Survivor's Guilt

1 MONTH post-transplant; Pulmonary Rehab #12.

Today's bicycle and walk involved meditating on some sobering realities.

Recently, a friend sent me a statistic put out by the Cystic Fibrosis Foundation: that there are only 1300 of us CFers over 40 (out of 30,000 in the US). I really couldn't give credence to this. I doubt CFF stats as it is. It didn't jive. I know PLENTY of CFers over 40 - perhaps 2% of that statistic - 26 people or so. And I certainly don't know a proportionate number of CFers overall, 600, do I? But then, birds of a feather.... and I am moderator of a cystic fibrosis forum that attracts older patients as it is.... Hrm.

Then I got caught up in a FB thread in which the originator asked all CFers who could see the thread to post their age and location. There were hundreds of replies. And they're all kids. I mean...the vast majority are under 30.

There were only two replies from people older than I.

The median age of expected survival is now 41. But that's EXPECTED survival, not what's actually happening today. Could I really have survived so long as to be in such a small minority? 

I think of my close friends. Piper Beatty would not have lived into her 30s without a lung transplant. Denise Horgan would not have made it to 40, though thank god we'll get to celebrate that milestone next November! Every single CFer I personally know and have met in person is younger than me except for Jerry Cahill, who is 56, and Lynda Jensen, who is 47. She's the only older CFer than me in rehab.

I begin to realize that I have survived not merely a lung transplant, but a deadly disease that takes my compatriots way too early, before they've lived even half their lives.

And speaking of lung transplant, there are some who haven't come back. And they're not in the hospital anymore either. There's only one conclusion. There are some pre-tx who come at 3:30 and have been doing so since long before me and will be there long after me, waiting for their call. They have antibody issues, or similar, and they wait and wait. You may recall me talking about the prophetic Weird Sisters encounter - they are among the ones I think of as the Stalled Ones. They are in a very, VERY real Purgatory. Why am I one of the lucky few to breeze in on a short timeline, get listed, get transplanted, recuperate well...?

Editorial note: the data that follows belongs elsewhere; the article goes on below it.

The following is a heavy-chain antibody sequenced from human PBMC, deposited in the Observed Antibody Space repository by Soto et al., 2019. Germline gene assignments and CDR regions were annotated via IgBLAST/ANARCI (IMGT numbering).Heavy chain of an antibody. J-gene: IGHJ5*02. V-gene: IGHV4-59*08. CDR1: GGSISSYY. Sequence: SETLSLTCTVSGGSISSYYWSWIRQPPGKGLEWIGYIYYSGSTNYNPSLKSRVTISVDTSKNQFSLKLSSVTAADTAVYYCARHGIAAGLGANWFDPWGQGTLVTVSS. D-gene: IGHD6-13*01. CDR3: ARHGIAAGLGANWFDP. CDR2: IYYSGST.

And recuperation...I'm real glad to have set or equaled some kind of record for leaving the hospital (9 days), but Piper is now in week 3 of her recovery, Denise 9 days still in the ICU, and other less close friends (but still important to me)... Jeannette in ICU for over a month, Kyle still in stepdown almost two months out... Why didn't things go easier for them? Don't tell me it's because they weren't as prepared or as fit. Denise sure as hell was, but she got a rawer deal. Speedbumps appear out of nowhere that seem capricious and no more predicatable than the roll of a die.

How have I done so well where others have .... not?? My accomplishments are cruel laughter in the face of their miseries. Ironically, to play the full hand dealt me and give full due to my donor's gift means I can't just mask the good numbers or hide myself away. Though it means thumbing my nose at my less fortunate peers, I must be all I can be. Hell, this weekend I'll be spending most of my time drafting. FOR MONEY. Who the hell a month out of a death's-door operation goes back to work??

But maybe I can carry this forward, somehow press the powers that be to look into new avenues of treatment, so that a whole lot more of us will be above 40. For instance, I was wondering if, since GERD seems to affect newly transplanted lungs, might it not have had an impact on my old CF lungs? Is my GERD ultimately responsible for tipping the balance and overwhelming any gains made by exercise and antibiotics? If so, then should the standardized CF treatment look to test for GERD on a regular basis in adults with CF and when found, should we be doing fundos or LINX on CF patients before their lungs deteriorate??

Today, I am reminded I have a responsibility not only to my donor and myself to make the most of this gift, but to all my cystic brothers and sisters, now and to come, to try to find better treatments while we also search for a cure. I have to. Because I have survived.

January 9, 2014

The Thief of Time

Post-tx day 29, pulmonary rehab #10:  The Thief of Time

Walking 30 minutes in rehab can be mind-numbing; your mind will wander.  Today, I found myself thinking about stasis and sedation. 

I've been reading a serial in Analog over the last few months called Lockstep.  Even if the name itself didn't already resonate with the frame of activity at rehab, the core sci-fi concept of the story certainly has begun to resonate.  A family invents a way to put people into stasis.  By being asleep 30 years and awake one month in endless repetition, and by having sub-light starfaring technology, mankind finds 70,000 worlds "next door" and sets up a vast empire.  In which people pass THIRTY YEARS in the course of "one night's sleep". Astonishing, when you think of it.  Eerily, the last issue of the magazine features two more stories dependent upon stasis issues for the plot.  In one, a crewman on a ship that will take 90 years to reach man's next homeworld finds he won't survive his turn in stasis.  So he lives, from age 8 to 80 on board the ship, managing to survive to see the new world, but losing all his friends, lovers, and family along the way - not to death, but to TIME. To stasis.